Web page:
Why do Rocks Melt on Earth, Anyway?

Rocky Planet iconRocky Planet
By Erik Klemetti
Dec 20, 2012 1:24 AMNov 19, 2019 10:53 PM


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Lava spattering from the Halema`uma`u lava lake at Kilauea on May 12, 2012. Image: HVO/USGS. I get a lot of questions here at Eruptions, but one of the more common themes is the properties of rocks - and specifically why they melt where they melt to produce magma? There are a lot of misconceptions out there about the interior of the Earth, namely that the tectonic plates that we make our home (both the continental and oceanic kinds) are sitting on a "sea of magma" that makes up the mantle. As I've said before, the mantle of the Earth, that layer of silicate rocks that starts at ~10-70 km depth and goes down to the outer core at ~2900 km depth that constitutes a large volume of the planet, is not molten, but rather a solid that can behave plastically. This means it can flow and convect, which is one of the ways that geologists have theorized that plate motion is started and sustained. However, as we know, rocks are found entirely molten within the Earth, so how can so much of the planet be solid but then some parts of it melt as well?

This sketch illustrates why rocks melt on Earth. The geotherm (solid line) would suggest that rock shouldn't melt as it never cross the dry mantle solidus (the point where mantle rock would melt merely by heating it). Adding water moves the solidus to the wet mantle solidus (short dashed line). Decompressing mantle at constant temperature allows for the mantle to cross the solidus as the mantle rises (thick solid line). See text for more details. Image: Erik Klemetti It starts with the question "how do you melt a rock"? The most straightforward way that might pop into you head is "raise the temperature!". That is what happens with ice -- it is solid water that melts when the temperature exceeds 0ºC/32F. However, when it comes to rocks, we run into a problem. The Earth actually isn't really hot enough to melt mantle rocks, which are the source of basalt at the mid-ocean ridges, hotspots and subduction zones. If we assume the mantle that melts is made of peridotite*, the solidus (the point where the rock starts to melt) is ~2000ºC at 2o0 km depth (in the upper mantle). Now, models for the geothermal gradient (how hot it gets with depth; see above) on Earth as you go down through the crust into the upper mantle pegs the temperature at 200 km at somewhere between 1300-1800ºC, well below the melting point of peridotite. So, if it is cooler as you head up, why does this peridotite melt to form basalt? Well, that is where you need to stop thinking about how to heat the rock to melting but rather how to change the rock's melting point (solidus). Think about our ice analogy. During the winter, there are a lot of times where you'd like to get rid of that

Sketch illustrating melting at a subduction zone. Water from the downgoing slab is released at depth as it heats, causing the mantle above the slab to partially melt, forming basalt. Image: Erik Klemetti ice but the ambient temperature is below the air temperature. So, what do you do? One solution is to get that ice to melt at a lower temperature by disrupting the bonding between the H2O molecules -- thus, halting the formation of rigid ice. Salts are a great way to disrupt this, so throw some NaCl or KCl on ice and it will melt at a lower temperature than 0ºC. For a rock, water behaves as its salt. Add water into a mantle peridotite and it will melt at a lower temperature because the bonds in the minerals that make up the rock will be disrupted by the water molecule (we call it a "network modifier"). In a subduction zone (like the Cascades or the Andes), where an oceanic plate slides down under another plate, that downgoing slab releases its water as it heats up. That water then rises up into the mantle above it, causing it to melt at a lower temperature and, bam! Basalt is produced in the process called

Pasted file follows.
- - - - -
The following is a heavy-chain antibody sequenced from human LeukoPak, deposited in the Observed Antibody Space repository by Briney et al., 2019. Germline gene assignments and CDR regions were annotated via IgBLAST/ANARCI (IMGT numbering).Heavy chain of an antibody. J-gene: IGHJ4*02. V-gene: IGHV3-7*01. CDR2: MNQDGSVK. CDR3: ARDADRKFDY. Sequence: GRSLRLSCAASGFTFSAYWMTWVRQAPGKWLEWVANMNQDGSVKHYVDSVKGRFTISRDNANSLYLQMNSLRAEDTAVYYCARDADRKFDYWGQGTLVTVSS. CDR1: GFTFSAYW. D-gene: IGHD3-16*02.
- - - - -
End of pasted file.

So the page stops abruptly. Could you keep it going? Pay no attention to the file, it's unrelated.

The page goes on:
flux melting.

Sketch illustrating decompression melting at the mid-ocean ridge. Warm, fertile mantle rises, partially melts to form basalt, then moves laterally away from the ridge as it cools. Image: Erik Klemetti Wait! The largest volcanic system on Earth is the mid-ocean ridge system, where you don't have any subduction to bring water down into the mantle to help melting along. Now, why do you get basalt there? This time we have to use another method to melt that peridotite - we need to decompress it at constant temperature. This is called adiabatic ascent. The mantle is convecting, bringing hot mantle from depth up towards the surface and as it does so, the mantle material stays hot, hotter than the surrounding rocks. The melting point (solidus) of peridotite changes with pressure, so the 2000ºC melting point at 200 km is only ~1400ºC at 50 km. So, keep that mantle material hot and decompress it and you get melting to form basalt! So, underneath mid-ocean ridges (and at hotspots like Hawaii), the mantle is upwelling, causing decompression melting to occur. Let's review: Under normal conditions, mantle rock like peridotite shouldn't melt in the Earth's upper mantle -- it is just too cool. However, by adding water you can lower the melting point of the rock. Alternatively, by decompressing the rock, you can bring it to a pressure where the melting point is lower. In both cases, basalt magma will form and considering it is hotter and less dense than the surrounding rock, it will percolate towards the surface ... and some of that erupts! *The mantle is definitely not homogenous, but for our purposes, we're interested in what we call "fertile mantle" -- that is, mantle that hasn't experienced melting before and can produce basaltic liquid.

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